change is observed in the southern hemisphere, which contrasts with marine sediment-based paleoclimatic reconstructions of SSTs, which have SSTs, lower by up to 6 °C in parts of the southern ocean. This result suggests that ice sheets in the northern hemisphere have little impact on southern hemisphere conditions. Although less energy enters the system (because of the higher albedo of the ice sheet) this is compensated for by a reduction in outgoing longwave radiation, so the net effect is small, requiring minimal interhemispheric heat transfer. If the presence of large ice sheets in the northern hemisphere did not cause the southern hemisphere to cool, some other factor (or factors) must be invoked to explain the observed SSTs in this region. To investigate this further, Manabe and Broccoli (1985b) re-ran the LGM ice sheet simulation with C02 levels lowered by 100 ppm (to 200 ppm). This change was sufficient to lower SSTs in the southern hemisphere, bringing the model more in line with paleoclimatic reconstructions (Figure 12.13).

The Laurentide ice sheet (~3 km in height at its center in this simulation) has a significant effect on tropospheric circulation, causing a split airflow around it and

FIGURE 12.13 Latitudinal difference in annually averaged zonal mean SSTs (°C) between several different GCM experiments. EI used modern continental land and sea-ice distribution, modern land albedo for snow-free areas, and a C02 level of 300 ppm. E2 changed only the continental ice and sea-ice distribution to that of the LGM. E3 was the same as E2, but also changed the land albedo for snow-free regions to glacial values. E4 was like E3, but in addition changed C02 levels to 200 ppm. E2-EI thus shows the overall effect of the ice sheets on zonal mean SSTs, indicating little effect on the southern hemisphere. Changing the albedo of unglacierized areas (E3-E2) only further lowers the temperatures slightly. Dropping C02 levels to glacial values (E4-E3) produces a more symmetrical response in both hemispheres but has the major effect on temperatures in the southern hemisphere.The combined effects (E4-EI) show broad similarities to differences between CLIMAP LGM SST reconstructions and present-day conditions (shown as black dots) but the model results indicate colder conditions in low latitudes and much warmer temperatures at high latitudes due to reduced sea-ice formation (Manabe and Broccoli, 1985b).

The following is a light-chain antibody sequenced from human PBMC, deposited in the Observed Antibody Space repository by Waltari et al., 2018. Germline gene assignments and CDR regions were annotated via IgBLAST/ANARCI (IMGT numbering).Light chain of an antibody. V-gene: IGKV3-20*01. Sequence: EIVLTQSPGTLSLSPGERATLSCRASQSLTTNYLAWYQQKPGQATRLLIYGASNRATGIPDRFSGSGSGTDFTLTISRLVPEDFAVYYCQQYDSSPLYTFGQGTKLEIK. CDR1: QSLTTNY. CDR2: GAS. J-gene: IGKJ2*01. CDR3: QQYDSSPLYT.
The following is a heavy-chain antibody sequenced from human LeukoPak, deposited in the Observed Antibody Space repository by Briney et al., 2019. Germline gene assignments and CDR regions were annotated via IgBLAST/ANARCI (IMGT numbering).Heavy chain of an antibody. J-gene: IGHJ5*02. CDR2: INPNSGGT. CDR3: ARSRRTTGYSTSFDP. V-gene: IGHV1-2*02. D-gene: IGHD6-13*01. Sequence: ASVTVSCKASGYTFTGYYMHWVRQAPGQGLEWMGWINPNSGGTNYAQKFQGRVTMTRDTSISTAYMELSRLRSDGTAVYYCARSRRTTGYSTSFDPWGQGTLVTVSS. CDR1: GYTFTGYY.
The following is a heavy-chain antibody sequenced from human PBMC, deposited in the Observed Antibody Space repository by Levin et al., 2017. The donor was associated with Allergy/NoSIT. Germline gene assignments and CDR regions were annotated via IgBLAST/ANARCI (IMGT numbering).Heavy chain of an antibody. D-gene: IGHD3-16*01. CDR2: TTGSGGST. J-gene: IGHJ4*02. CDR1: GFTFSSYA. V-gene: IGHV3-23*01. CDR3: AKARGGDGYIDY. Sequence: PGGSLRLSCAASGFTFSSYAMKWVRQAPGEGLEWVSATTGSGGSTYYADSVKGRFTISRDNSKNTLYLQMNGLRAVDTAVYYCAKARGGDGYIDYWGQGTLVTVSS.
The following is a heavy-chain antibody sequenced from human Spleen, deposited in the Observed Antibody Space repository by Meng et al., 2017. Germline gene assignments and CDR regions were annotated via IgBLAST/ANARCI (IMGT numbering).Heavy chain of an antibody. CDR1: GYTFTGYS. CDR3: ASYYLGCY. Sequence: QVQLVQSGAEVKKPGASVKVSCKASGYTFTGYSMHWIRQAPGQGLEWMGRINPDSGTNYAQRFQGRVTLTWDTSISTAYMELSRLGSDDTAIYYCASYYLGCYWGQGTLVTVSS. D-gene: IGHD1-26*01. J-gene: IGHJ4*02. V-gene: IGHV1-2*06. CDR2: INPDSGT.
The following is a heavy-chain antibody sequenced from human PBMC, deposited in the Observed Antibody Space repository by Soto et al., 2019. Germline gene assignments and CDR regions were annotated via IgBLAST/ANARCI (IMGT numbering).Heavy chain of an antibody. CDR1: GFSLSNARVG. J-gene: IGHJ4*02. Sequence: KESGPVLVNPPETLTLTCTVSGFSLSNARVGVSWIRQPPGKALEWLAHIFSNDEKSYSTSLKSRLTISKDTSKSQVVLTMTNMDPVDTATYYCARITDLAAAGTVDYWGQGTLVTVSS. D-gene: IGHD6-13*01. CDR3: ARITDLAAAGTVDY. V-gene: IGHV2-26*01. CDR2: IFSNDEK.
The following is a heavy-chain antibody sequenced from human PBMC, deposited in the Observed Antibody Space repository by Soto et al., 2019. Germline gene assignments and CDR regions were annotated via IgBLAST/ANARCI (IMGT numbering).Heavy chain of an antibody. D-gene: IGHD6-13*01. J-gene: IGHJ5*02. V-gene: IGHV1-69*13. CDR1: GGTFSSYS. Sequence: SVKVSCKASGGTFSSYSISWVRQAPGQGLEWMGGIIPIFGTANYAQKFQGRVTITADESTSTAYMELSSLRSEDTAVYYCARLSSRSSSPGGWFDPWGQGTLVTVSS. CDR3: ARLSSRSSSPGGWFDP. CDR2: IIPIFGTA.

FIGURE 12.13 Latitudinal difference in annually averaged zonal mean SSTs (°C) between several different GCM experiments. EI used modern continental land and sea-ice distribution, modern land albedo for snow-free areas, and a C02 level of 300 ppm. E2 changed only the continental ice and sea-ice distribution to that of the LGM. E3 was the same as E2, but also changed the land albedo for snow-free regions to glacial values. E4 was like E3, but in addition changed C02 levels to 200 ppm. E2-EI thus shows the overall effect of the ice sheets on zonal mean SSTs, indicating little effect on the southern hemisphere. Changing the albedo of unglacierized areas (E3-E2) only further lowers the temperatures slightly. Dropping C02 levels to glacial values (E4-E3) produces a more symmetrical response in both hemispheres but has the major effect on temperatures in the southern hemisphere.The combined effects (E4-EI) show broad similarities to differences between CLIMAP LGM SST reconstructions and present-day conditions (shown as black dots) but the model results indicate colder conditions in low latitudes and much warmer temperatures at high latitudes due to reduced sea-ice formation (Manabe and Broccoli, 1985b).

the development of a strong jet stream on its southeastern margin (Shinn and Barron, 1989). Cold air flow around the ice sheet caused extensive, thick sea ice to develop in the Labrador Sea and North Atlantic Ocean. Over continental interiors, air temperature differences between the two model simulations are smaller than in most paleoclimatic reconstructions, perhaps because surface albedos (specified in both models) were too low. Finally, maps of soil moisture change show that large areas of the continents south of the ice sheets were significantly drier during the LGM compared to today (due mainly to lower precipitation amounts) and these regions broadly correspond to known loess regions.